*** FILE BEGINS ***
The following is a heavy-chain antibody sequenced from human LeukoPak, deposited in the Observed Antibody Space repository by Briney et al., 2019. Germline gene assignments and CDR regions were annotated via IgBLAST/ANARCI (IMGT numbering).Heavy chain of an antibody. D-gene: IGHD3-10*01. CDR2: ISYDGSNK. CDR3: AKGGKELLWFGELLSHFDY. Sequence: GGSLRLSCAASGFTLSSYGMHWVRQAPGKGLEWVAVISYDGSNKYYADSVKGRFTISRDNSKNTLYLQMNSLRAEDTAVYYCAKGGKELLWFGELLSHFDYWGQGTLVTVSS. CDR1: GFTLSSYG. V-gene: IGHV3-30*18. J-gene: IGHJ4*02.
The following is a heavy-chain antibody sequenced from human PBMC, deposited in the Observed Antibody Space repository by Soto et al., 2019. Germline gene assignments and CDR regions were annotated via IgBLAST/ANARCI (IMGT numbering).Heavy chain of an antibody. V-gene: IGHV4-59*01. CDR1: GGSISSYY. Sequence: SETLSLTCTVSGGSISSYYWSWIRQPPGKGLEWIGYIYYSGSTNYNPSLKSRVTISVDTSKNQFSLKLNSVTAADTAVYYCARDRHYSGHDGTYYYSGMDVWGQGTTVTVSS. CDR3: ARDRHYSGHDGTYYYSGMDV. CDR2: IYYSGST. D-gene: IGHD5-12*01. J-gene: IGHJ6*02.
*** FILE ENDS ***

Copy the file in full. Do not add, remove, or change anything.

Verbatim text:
The following is a heavy-chain antibody sequenced from human LeukoPak, deposited in the Observed Antibody Space repository by Briney et al., 2019. Germline gene assignments and CDR regions were annotated via IgBLAST/ANARCI (IMGT numbering).Heavy chain of an antibody. D-gene: IGHD3-10*01. CDR2: ISYDGSNK. CDR3: AKGGKELLWFGELLSHFDY. Sequence: GGSLRLSCAASGFTLSSYGMHWVRQAPGKGLEWVAVISYDGSNKYYADSVKGRFTISRDNSKNTLYLQMNSLRAEDTAVYYCAKGGKELLWFGELLSHFDYWGQGTLVTVSS. CDR1: GFTLSSYG. V-gene: IGHV3-30*18. J-gene: IGHJ4*02.
The following is a heavy-chain antibody sequenced from human PBMC, deposited in the Observed Antibody Space repository by Soto et al., 2019. Germline gene assignments and CDR regions were annotated via IgBLAST/ANARCI (IMGT numbering).Heavy chain of an antibody. V-gene: IGHV4-59*01. CDR1: GGSISSYY. Sequence: SETLSLTCTVSGGSISSYYWSWIRQPPGKGLEWIGYIYYSGSTNYNPSLKSRVTISVDTSKNQFSLKLNSVTAADTAVYYCARDRHYSGHDGTYYYSGMDVWGQGTTVTVSS. CDR3: ARDRHYSGHDGTYYYSGMDV. CDR2: IYYSGST. D-gene: IGHD5-12*01. J-gene: IGHJ6*02.